Wind and solar energy will play an ever-growing role, globally and nationally, in meeting future energy needs under mid-century net-zero greenhouse gas emission goals. Fittingly, the policy lens on these renewable energy technologies has focused on their promise in a net-zero future. Only lately has it broadened to include equally critical considerations of the material needs and end-of-life management implications of this transition.
Solar PV modules and wind turbines use common materials such as glass, iron, steel and aluminum, but also critical and strategic minerals and metals subject to potential near-term economic or geopolitical supply constraints. This includes 13 of the 31 minerals designated as critical by Canada based on their necessity for economic growth and national security, plus four rare-earth elements. As early wind and solar installations advance in age and are decommissioned, these materials are beginning to find their way into waste streams, while policy frameworks have yet to catch up.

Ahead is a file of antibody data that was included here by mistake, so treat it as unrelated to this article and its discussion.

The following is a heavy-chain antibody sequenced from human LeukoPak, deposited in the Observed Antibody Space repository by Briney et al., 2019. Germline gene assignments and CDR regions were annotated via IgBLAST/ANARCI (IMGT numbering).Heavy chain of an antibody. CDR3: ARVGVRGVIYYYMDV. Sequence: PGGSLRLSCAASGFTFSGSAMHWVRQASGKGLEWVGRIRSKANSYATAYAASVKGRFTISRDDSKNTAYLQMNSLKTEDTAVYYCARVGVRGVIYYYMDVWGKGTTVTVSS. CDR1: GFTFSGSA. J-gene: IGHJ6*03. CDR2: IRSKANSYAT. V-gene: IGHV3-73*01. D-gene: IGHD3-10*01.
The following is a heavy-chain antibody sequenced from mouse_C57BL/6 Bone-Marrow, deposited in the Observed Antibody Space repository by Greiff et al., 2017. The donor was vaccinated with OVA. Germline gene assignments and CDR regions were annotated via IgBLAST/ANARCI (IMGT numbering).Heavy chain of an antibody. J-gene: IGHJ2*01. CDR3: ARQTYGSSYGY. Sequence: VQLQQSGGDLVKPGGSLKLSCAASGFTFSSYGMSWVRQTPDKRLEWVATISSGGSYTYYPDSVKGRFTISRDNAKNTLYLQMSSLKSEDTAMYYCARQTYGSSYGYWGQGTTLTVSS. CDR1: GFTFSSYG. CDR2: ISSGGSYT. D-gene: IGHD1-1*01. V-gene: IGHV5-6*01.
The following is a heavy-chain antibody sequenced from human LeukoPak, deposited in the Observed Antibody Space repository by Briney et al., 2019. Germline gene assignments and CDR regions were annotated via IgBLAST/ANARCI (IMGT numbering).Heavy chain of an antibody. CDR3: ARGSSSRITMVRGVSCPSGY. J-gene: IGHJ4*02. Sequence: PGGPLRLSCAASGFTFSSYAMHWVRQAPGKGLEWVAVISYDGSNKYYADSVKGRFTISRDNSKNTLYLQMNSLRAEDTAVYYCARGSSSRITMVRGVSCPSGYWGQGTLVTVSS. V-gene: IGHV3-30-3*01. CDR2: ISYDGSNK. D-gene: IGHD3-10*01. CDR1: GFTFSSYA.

This report represents a first effort to explore these issues in the Canadian context. Building on scenarios of projected solar PV and wind turbine adoption to 2050 from the Canada Energy Regulator (CER), it models the potential scale of future end-of-life material volumes stemming from Canadian installed wind and solar energy sources. It finds that by 2050, even conservative scenarios of renewable energy technology uptake suggest a 60-fold increase in accumulated end-of-life solar PV modules, and a 30-fold increase in accumulated end-of-life wind turbines (including hard-to-recycle blade waste) from today. Drawing on a review of literature, leading global policies, and interviews with selected experts, it outlines pathways to reduce material consumption, extend lifespans and recover value from wind turbines and solar PV modules; lists a menu of policy options to minimize waste generation and encourage circularity of materials; and identifies further research needs.